Now, what’s restful for someone may not necessarily be restful for you. Some people need to charge up to wind down by playing sports or otherwise engaging in rigorous activity. Others may recuperate from the week by finding a quiet coffee shop and reading a new book. It’s important to find what works for you and then to make sure to actually do it.
In a world that values output, it can be easy to write off self-care as a waste of time. But if you’re too burnt out to do work, then you’ll end up wasting your time anyways. Self-care is essential to maximizing your output during the workweek. If you’re a workaholic and just can’t seem to relax, schedule time into your weekend to not work.
Unfortunately, it’s too easy to let your connections with those you love most slip. Of course, you want to spend time with them, but the world is demanding, and so they’re pushed back endlessly.
Connecting with people who are important to you is crucial for your well-being. This is another form of self-care, but one that focuses on the longevity of your relationships. Humans are social creatures, and by neglecting your relationships, you effectively neglect yourself. Engaging in healthy social relationships boosts your physical chemistry in the short term. Robust relationships also increase your long-term resiliency and life expectancy.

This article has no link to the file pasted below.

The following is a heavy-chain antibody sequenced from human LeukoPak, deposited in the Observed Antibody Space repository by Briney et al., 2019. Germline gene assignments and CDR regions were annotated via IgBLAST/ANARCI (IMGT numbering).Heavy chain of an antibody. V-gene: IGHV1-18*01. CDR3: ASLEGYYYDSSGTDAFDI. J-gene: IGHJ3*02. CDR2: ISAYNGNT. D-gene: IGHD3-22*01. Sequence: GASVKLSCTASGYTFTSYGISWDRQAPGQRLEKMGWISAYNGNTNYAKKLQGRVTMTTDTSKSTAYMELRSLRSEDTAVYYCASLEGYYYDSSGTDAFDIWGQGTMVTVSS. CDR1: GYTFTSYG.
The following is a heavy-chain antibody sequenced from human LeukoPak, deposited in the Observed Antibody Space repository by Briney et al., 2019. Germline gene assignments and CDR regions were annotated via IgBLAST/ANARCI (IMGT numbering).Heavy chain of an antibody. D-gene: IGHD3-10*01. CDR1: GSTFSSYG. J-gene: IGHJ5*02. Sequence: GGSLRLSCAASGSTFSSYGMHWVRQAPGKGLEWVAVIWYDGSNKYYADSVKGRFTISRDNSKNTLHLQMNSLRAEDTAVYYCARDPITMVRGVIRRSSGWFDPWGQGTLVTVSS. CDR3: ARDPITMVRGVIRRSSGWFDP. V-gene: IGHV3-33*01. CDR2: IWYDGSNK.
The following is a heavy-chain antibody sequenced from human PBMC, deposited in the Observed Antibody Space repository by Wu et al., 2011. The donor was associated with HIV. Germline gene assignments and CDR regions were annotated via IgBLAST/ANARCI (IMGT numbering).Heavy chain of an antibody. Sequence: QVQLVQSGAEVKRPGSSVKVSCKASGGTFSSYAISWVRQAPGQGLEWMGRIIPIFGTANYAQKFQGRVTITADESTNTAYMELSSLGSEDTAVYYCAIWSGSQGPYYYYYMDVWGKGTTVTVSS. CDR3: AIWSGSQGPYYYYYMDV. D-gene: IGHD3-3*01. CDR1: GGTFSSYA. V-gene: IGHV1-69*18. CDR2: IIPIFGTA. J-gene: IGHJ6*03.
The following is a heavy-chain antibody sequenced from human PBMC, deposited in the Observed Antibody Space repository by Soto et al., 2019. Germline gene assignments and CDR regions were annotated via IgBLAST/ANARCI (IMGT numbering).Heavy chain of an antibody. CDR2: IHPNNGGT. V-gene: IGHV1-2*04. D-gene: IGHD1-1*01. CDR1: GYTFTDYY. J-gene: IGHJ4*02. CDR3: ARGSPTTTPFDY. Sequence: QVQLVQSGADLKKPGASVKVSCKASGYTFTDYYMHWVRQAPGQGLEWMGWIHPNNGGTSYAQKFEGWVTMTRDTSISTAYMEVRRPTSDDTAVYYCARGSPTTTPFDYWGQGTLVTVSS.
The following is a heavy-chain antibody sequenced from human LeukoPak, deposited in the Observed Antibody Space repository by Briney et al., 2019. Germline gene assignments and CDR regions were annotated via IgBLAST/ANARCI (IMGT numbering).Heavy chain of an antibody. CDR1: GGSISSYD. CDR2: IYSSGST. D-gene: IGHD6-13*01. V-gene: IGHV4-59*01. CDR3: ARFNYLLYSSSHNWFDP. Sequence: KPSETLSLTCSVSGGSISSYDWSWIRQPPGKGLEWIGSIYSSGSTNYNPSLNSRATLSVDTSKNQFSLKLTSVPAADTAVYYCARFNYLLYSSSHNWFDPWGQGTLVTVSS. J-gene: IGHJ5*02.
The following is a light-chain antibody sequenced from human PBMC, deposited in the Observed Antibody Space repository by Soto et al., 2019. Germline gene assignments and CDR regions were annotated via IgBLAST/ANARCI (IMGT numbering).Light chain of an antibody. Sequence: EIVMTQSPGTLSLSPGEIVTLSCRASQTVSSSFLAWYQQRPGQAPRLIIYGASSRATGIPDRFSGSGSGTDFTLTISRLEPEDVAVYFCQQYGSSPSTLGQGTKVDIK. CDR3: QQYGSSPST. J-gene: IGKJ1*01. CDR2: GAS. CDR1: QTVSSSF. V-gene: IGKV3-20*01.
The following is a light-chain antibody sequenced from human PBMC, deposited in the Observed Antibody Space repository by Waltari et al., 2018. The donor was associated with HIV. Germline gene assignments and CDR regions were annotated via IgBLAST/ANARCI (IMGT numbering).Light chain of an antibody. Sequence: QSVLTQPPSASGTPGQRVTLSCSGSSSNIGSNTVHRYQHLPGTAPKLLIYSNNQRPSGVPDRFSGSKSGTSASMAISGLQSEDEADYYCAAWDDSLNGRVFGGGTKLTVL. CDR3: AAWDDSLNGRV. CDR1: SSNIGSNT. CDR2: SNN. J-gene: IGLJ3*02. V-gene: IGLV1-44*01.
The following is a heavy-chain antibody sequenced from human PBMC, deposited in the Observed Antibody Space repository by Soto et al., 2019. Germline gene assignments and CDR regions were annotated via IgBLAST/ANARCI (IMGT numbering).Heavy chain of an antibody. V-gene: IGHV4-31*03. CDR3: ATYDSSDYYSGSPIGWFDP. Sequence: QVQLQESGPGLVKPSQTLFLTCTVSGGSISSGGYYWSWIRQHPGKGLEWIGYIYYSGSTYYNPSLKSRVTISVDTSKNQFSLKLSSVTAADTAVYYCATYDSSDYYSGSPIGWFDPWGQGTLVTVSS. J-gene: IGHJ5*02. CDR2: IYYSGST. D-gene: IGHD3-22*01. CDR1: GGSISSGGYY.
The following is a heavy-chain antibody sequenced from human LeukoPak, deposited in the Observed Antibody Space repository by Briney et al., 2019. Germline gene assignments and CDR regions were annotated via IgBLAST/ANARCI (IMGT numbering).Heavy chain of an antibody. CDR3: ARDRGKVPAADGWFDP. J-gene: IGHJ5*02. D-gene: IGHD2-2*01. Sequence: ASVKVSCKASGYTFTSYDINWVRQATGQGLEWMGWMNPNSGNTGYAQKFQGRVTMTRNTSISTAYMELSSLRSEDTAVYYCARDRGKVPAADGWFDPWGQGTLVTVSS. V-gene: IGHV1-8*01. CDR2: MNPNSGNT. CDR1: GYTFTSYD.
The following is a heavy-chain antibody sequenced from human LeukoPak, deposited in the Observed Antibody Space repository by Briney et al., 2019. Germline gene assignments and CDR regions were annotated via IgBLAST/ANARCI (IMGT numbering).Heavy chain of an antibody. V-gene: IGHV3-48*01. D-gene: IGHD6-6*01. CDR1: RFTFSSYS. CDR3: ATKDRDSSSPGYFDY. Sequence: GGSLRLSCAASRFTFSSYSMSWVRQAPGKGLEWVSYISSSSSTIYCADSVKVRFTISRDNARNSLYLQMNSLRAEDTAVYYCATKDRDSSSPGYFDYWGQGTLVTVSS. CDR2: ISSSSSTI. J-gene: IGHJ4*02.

So visit your parents. Go on that date you’ve been wanting for a while now. Text that friend you haven’t seen in years. Time spent with others is time well spent when it comes to your physical and mental health. And regularly scheduled social activity will give you something to look forward to when the workweek gets you down.
The traditional work weekend of Friday evening, Saturday, and Sunday lends itself well to scheduling, prepping, and self-care. Friday and Saturday are great times to build relationships and take time for yourself. Sunday is perfect for scheduling, planning meals, and other workweek prep. Treating Sunday as the first day of the week with Saturday as the last is a framework for invigorating productivity.
Ultimately, find what works for you and stick to that schedule to cultivate habits that better yourself week by week.
Featured Image Credit: Photo by Ekaterina Belinskaya; Pexels; Thank you!
The post 6 Ways to Utilize the Weekend to Prepare for the Work Week appeared first on Calendar.